When I was younger and working for the family business, it was very much about getting the waste materials in and making a profit.
Yes, we did extract the valuable materials from the loads, but this was with an eye to getting the most revenue out of the material rather than extracting the recyclates to conserve the environment.
Landfill was the desired method of managing the waste, with incineration (not energy from waste as we now know it) as a support act. There were no recycling centres, apart from scrap dealers, and householders did not have recycling bins like they do now.
I started my working life straight from school, in 1963, when I joined the family business, Robert Deards Ltd, and was involved with the waste sector from the start. It had a large waste management division which I eventually came to head, handling contracts such as the one with London Docks.
I was asked in 1992 to join the National Association of Waste Disposal Contractors (NAWDC) as an employee, having been a member since its inception, by two senior industry figures and good friends, Colin Drinkwater and Richard Biffa. It was described as a “one- or two-year job”.
In May 1993 I became executive director of NAWDC and, three years later ,we changed the name to reflect the changing remit and approach of the sector in the UK: the Environmental Services Association (ESA) was born.
Working within NAWDC and then ESA, I have seen many changes. Internally, it has become a more focused organisation, with a greater emphasis on policy issues affecting the waste and resource management industry. In the early days of NAWDC, we had two people working on policy issues. Now at ESA we have five such staff who have clear portfolios to look after. In the early days we tried to cover too much too thinly: now we are focused on the priorities set by the board for us to follow on behalf of the membership.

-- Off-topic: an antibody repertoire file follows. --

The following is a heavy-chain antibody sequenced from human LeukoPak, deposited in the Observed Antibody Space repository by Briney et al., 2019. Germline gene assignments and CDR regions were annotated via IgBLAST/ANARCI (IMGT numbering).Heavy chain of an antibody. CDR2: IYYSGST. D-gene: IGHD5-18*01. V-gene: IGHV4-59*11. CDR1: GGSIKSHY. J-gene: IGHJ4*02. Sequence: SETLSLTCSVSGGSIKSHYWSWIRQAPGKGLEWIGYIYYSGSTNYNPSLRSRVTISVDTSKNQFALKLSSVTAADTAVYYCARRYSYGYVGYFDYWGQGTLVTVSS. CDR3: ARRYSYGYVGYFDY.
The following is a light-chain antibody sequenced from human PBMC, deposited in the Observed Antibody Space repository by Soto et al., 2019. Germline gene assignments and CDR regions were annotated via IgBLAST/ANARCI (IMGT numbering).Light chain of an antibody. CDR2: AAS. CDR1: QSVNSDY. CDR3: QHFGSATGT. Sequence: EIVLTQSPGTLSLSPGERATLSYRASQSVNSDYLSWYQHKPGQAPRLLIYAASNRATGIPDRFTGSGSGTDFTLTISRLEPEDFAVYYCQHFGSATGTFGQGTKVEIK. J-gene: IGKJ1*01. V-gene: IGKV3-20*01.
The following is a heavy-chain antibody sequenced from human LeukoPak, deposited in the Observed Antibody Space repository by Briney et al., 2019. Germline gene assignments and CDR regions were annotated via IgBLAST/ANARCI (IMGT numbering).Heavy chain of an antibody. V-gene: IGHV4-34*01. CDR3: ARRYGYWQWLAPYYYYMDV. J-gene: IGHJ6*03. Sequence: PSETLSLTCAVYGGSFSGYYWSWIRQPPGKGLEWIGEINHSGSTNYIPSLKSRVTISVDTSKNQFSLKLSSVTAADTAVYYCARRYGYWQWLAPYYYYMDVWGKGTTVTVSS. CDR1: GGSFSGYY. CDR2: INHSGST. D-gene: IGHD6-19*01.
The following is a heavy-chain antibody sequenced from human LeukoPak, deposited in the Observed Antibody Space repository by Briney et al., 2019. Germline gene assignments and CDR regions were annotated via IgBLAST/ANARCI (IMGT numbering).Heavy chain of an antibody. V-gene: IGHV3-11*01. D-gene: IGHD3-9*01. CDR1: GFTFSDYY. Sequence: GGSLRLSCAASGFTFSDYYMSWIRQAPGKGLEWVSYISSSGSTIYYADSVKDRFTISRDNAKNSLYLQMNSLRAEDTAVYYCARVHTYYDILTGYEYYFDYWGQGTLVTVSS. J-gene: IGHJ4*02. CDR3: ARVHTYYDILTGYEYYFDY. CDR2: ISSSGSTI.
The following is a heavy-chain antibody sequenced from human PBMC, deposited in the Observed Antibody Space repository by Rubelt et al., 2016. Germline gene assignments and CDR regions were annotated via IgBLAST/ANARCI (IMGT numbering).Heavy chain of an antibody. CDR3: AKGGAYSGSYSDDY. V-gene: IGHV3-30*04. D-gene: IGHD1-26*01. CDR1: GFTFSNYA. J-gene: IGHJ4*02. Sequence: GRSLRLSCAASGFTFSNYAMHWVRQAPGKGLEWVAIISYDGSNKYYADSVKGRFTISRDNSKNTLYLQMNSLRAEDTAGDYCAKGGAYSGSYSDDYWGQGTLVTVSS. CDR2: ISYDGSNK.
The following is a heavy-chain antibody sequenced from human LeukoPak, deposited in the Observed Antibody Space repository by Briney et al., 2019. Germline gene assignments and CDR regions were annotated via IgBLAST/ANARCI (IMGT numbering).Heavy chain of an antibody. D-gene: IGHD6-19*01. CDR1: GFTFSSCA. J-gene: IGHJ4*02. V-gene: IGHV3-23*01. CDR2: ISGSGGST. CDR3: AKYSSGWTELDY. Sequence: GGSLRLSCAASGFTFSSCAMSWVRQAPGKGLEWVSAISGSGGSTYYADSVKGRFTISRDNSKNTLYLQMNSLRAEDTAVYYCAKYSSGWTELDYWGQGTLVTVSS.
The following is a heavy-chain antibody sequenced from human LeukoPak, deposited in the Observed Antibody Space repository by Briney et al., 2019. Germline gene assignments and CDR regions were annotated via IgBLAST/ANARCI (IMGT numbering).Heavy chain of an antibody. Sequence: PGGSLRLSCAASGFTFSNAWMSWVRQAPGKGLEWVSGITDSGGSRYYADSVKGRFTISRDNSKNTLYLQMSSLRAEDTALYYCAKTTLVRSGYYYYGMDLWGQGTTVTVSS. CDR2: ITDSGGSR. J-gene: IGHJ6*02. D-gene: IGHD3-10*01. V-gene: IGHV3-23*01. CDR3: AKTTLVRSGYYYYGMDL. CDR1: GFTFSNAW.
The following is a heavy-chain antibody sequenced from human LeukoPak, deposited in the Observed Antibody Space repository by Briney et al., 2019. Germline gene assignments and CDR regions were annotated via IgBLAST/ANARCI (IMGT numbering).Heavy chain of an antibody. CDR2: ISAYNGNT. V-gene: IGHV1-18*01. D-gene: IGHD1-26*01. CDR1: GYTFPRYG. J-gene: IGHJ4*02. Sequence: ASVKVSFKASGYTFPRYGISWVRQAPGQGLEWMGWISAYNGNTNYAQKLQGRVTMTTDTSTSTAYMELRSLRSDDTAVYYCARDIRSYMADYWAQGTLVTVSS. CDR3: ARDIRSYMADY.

I am proud to say that during my time at ESA, our remit covered a number of priority areas, from health and safety and combating waste crime, to influencing the European policy agenda and improving recyclate quality, through to biowaste and better communications with stakeholders, the Government and members. ESA’s role is to look after the private waste and resources management sector, and to make sure its views are heard by the Government and in Europe, and the focus on these areas ensures that.
It is the ESA’s relationship with other professional bodies such as the Chartered Institution of Wastes Management (CIWM), and trade bodies such as the Resource Association, Renewable Energy Association and Anaerobic Digestion & Bioresources Association, along with Government departments and regulators, that has developed fantastically during the past two decades and that I am most proud of. The creation of Resources and Waste UK last month, and the closer working relationship we have with the CIWM, is testament to how far the industry has come when communicating with each other and stakeholders.
I have also seen the transformation of the industry in terms of technology, from the days when waste was transported by horse and cart or along canals (which I can just remember) to today, when the industry is filled with advanced mechanical sorting equipment and modern energy-from-waste facilities.
That technology is improving all the time. The idea 50 years ago that we would have MRFs, with materials being separated mechanically – I would have said it would not happen. Waste is now a resource and it is the industry and customers’ role to extract as much value from it as possible. This is where future technology will play a big part.
The waste industry is well placed to invest in new facilities, creating green jobs and boosting local economies. Now that the economy is starting to grow again, provisions to help underpin new infrastructure investment would help stimulate the private sector even further.
I hope the ESA can continue with its hard work representing the industry. The waste sector will always need a trade association and it is the ESA’s job and priority to do that for its members. Building on established relationships, I hope the next 50 years may be as productive as the last.
Barry Dennis, retiring director general of the Environmental Services Association
A member of the Wamitab board since 2003 as a director and honorary treasurer. The close links represent the sector’s commitment to training and improving operating standards.
CIWM president in 2010/11 and board member currently. Chair of the CIWM’s executive finance committee and involved in the ongoing development of Resources and Waste UK.
Lifetime Achievement winner at the 2014 National Recycling Awards in London.